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Chinese Tesla competitor unveils plans for flying car

Xpeng released designs of the flying car, pictured, taking flight above The Alps.
Xpeng released designs of the flying car, pictured, taking flight above The Alps.

Chinese electric vehicle company Xpeng has unveiled designs of what could be the world's first flying car.

More than 500 companies are reportedly working on similarly designed vehicles, and roughly two-dozen are already in testing phases. Xpeng, considered to be a rival to the U.S. brand Tesla, shared designs of the full-electric vertical take-off and landing (eVToL) flying car at its fourth annual Tech Day in Guangzhou, China, on Oct. 24. The electric car, according to the company, completed a maiden flight and several tests.

"Driven by our vision of 'tech for the greater good' and customers' evolving demands, we continue to reach technical breakthroughs and set new industry benchmarks," Xpeng chairman and CEO, He Xiaopeng, said at the event.

In videos made available to the public, a prototype of the flying car can be seen mid-flight before landing back onto the ground. An additional teaser video of the model shows propellers, which resemble a helicopter's wings, situated on top of the car extending outward before retracting back.

The eVToL flying car is designed to resemble a normal car when in driving mode. The steering wheel and a right-hand gear lever are used to control it once in the air and in "flight mode."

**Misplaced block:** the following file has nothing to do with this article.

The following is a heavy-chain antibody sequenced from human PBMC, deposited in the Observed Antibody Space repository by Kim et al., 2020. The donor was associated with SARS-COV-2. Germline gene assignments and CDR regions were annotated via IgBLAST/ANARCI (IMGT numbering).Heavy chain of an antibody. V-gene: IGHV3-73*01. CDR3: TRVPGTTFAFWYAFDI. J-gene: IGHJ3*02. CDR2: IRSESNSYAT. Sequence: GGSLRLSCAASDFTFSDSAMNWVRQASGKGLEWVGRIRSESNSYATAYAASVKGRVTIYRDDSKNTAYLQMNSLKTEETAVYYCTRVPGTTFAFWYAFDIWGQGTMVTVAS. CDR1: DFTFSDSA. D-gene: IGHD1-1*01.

The flying car is just one of several breakthroughs the company shared during its Tech Day. Xpeng also shared other advancements in driver assistance technology and robotaxis.

Copyright 2022 NPR. To see more, visit https://www.npr.org.

Giulia Heyward
Giulia Heyward is a weekend reporter for Digital News, based out of New York. She previously covered education and other national news as a reporting fellow at The New York Times and as the national education reporter at Capital B News. She interned for POLITICO, where she covered criminal justice reform in Florida, and CNN, as a writer for the trends & culture team. Her work has also been published in The Atlantic, HuffPost and The New Republic.

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